Steffen Palko, a businessman in Fort Worth, Tex., didn't have to look beyond his own dining room table to understand why there's a skills gap in the American work force.

His son, Erich, was about to head off to Texas Tech University in Lubbock, but he was short on writing skills and not very proficient at expressing himself verbally.

"These are things I know you need as a businessman," Palko said. "I think he was comparable to a lot of kids coming out of school."

In response, Palko, an executive vice president of Cross Timbers Oil Co., did more than get active in the PTA. Two years ago, he landed a seat on the board of the Fort Worth Independent School District and launched an education reform program in conjunction with the city's Chamber of Commerce that may turn out to be a model for those elsewhere in the nation.

His program is called C3, which stands for cooperation among corporations, the community and classrooms. The school board voted to cooperate in the effort and consider tailoring curriculum to the findings of the commission.

Right now, 135 businesses are working on the time-consuming task of defining the basic characteristics of 1,000 real-world jobs and 5,000 tasks. Based on that information, the school board will consider necessary changes to its curriculum, facilities, staff training and equipment to see that its students are better prepared to qualify for those jobs. Palko hopes business will participate in rewriting curricula, training teachers, providing scholarships and offering jobs to smooth the way for work-bound students. Businesses also will be asked to raise money, perhaps by floating a "technology bond" to help schools buy new equipment.

"To my knowledge they have gone the furthest of any school district," said Arnold Packer, senior research fellow at the Hudson Institute. "They will pay the price of being a pioneer. Time will tell if they get arrows in their back or rewards."

Palko's idea is part of a growing effort by the federal government, a handful of states, academia and business to do systemic reviews of how well schools are preparing students for work.

Many companies already realize that "basic skills" go far beyond the three Rs and that bandaid approaches do not work. In a recent study by the American Society for Training and Development, several groups of skills, many of them conceptual, were identified as essentials: knowing how to learn; competence in reading, writing and computation; communication; adaptability; personal management; teamwork; and leadership skills.

A study by the American Management Association found that 42 percent of those tested for basic skills in the professional services field were deficient.

The problem is hitting all types of companies.

MCI Communications Corp., for example, screened six applicants for one customer service job. Then it had to teach the new employee how to express himself and perform simple calculations.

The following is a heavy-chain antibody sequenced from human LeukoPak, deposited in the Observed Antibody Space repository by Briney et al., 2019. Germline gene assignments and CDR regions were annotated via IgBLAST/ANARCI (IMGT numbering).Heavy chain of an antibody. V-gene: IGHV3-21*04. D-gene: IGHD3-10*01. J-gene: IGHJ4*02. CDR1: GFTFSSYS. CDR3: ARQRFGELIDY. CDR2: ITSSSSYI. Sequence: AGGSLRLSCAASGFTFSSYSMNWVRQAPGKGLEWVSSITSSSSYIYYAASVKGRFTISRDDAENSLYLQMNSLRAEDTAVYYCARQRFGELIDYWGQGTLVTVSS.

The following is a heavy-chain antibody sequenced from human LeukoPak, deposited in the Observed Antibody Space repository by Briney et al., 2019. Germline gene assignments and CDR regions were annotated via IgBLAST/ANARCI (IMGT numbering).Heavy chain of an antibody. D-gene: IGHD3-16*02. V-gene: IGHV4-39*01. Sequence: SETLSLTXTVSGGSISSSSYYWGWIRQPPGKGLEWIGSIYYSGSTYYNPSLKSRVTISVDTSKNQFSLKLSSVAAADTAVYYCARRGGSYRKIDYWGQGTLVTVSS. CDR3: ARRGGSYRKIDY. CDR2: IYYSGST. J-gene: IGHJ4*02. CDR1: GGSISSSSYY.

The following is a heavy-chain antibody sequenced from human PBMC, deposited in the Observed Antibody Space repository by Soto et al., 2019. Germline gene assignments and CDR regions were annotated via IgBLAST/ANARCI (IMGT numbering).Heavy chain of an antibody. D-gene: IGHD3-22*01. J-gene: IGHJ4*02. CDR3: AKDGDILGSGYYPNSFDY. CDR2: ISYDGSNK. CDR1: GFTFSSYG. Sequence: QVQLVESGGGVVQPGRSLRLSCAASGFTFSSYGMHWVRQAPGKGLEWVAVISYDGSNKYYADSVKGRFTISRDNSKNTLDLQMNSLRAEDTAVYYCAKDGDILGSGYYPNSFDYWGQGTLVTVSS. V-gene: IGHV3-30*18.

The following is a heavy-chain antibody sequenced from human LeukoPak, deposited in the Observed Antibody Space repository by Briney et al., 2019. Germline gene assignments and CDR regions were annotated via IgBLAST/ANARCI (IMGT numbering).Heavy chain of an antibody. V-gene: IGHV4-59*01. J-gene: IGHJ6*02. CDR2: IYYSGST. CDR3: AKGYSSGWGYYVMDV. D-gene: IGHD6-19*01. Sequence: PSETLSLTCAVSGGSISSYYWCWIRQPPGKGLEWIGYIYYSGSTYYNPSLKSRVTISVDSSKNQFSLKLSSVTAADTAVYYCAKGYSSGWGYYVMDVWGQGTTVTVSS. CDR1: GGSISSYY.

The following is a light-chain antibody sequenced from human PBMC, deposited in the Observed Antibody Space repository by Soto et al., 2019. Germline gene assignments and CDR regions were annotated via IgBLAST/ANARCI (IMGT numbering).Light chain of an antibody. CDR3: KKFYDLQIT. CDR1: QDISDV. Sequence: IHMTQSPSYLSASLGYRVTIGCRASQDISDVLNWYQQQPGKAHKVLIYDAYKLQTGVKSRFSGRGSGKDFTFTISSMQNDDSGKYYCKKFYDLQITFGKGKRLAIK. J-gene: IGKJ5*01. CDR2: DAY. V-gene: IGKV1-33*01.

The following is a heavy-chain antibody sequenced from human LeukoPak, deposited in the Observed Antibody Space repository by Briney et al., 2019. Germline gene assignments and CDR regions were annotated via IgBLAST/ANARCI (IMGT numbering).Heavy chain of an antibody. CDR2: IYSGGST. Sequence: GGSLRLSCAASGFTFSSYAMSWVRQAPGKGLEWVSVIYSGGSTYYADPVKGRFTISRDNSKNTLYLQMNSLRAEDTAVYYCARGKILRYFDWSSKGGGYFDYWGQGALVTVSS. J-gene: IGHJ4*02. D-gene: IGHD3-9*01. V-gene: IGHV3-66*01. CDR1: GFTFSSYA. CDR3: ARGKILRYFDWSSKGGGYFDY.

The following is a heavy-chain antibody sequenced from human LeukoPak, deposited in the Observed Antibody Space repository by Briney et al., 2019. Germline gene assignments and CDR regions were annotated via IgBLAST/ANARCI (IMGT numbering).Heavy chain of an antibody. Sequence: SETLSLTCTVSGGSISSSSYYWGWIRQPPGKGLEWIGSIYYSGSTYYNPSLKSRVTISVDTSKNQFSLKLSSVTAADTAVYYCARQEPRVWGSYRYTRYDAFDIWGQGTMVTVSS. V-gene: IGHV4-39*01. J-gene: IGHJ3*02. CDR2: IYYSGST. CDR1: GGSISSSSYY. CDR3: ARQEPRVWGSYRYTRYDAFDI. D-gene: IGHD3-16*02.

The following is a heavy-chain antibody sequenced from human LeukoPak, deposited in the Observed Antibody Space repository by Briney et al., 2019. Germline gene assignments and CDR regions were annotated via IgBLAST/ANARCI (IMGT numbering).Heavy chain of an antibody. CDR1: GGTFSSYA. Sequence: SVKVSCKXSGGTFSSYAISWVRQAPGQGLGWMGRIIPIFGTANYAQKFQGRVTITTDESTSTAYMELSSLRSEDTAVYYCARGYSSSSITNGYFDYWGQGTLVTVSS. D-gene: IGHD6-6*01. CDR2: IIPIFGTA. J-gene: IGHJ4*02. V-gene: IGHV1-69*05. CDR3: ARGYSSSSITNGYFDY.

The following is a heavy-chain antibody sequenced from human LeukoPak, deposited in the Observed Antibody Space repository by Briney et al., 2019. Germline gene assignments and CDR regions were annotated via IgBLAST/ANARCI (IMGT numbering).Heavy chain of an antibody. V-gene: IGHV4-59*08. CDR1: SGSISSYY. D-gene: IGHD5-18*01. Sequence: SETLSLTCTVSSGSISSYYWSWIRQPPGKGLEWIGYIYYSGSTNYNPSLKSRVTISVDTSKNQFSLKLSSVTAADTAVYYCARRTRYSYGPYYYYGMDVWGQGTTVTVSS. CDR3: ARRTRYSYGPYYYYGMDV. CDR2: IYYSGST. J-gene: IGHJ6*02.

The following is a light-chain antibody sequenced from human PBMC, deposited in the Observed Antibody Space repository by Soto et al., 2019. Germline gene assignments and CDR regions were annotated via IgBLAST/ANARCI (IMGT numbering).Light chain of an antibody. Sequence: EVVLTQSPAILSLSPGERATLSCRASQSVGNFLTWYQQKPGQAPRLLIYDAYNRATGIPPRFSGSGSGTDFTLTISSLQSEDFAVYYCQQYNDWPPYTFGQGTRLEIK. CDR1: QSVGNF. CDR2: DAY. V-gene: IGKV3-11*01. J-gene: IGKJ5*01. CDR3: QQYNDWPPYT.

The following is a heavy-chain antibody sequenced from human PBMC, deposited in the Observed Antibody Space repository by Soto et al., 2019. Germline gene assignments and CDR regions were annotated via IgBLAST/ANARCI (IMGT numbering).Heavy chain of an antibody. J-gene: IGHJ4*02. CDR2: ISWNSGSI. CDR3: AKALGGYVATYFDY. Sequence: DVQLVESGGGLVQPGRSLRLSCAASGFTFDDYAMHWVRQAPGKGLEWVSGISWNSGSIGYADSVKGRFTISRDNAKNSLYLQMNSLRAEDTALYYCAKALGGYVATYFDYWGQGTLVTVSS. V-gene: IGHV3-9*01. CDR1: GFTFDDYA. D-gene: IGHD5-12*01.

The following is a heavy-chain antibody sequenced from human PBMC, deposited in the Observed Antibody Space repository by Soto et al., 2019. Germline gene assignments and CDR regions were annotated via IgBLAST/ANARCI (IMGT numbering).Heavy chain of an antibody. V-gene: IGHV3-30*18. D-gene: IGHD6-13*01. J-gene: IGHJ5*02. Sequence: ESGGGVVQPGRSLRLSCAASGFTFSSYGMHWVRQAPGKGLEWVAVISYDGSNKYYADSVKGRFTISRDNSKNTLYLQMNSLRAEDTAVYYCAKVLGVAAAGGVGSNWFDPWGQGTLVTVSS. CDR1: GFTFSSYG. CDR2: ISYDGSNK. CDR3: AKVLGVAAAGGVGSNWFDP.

Motorola expects each of its workers to be able to participate in problem-solving teams, an ability that many students do not learn in school because such group effort often is regarded as a punishable offense -- cheating.

"We have jobs but young people don't have the skills to fill those jobs. That's where the rubber hits the road," said Labor Secretary Elizabeth Dole at a recent briefing with reporters.

In fact, the rubber has hit the road so hard that Dole has convened the Secretary's Commission on Achieving Necessary Skills (SCANS), the first group to bring together business, labor, education and state officials to define what skills workers will need for the future. Those will be translated into "national competency guidelines" to be used throughout the country to help develop new curricula and training programs for school.

"All of the world of work has been transformed," said Packer, who serves as executive director of SCANS. "But the schools have not changed at all. Well, damn little."

Anyone who thinks Packer's assessment too harsh need only look at the findings of the National Center on Education and the Economy, which visited six countries to look for ways to put American blue-collar workers on a par with their international counterparts.

Crisscrossing Germany, Sweden, Denmark, Ireland, Singapore and Japan, the team of executives, union leaders, educators and government officials found fundamental differences in the way Americans do work.

"The things we saw in countries doing a good job is they had very high general education standards and virtually everyone had to meet them," said Marc Tucker, president of the center, which will release its research on June 19. At that time, the nonprofit institution will make suggestions on how to raise educational standards in the United States, how to smooth the transition from school to work, how to rescue dropouts and how to improve investment in line workers.

"Our ability to compete is going to depend on this work force," said John H. Zimmerman, MCI's senior vice president.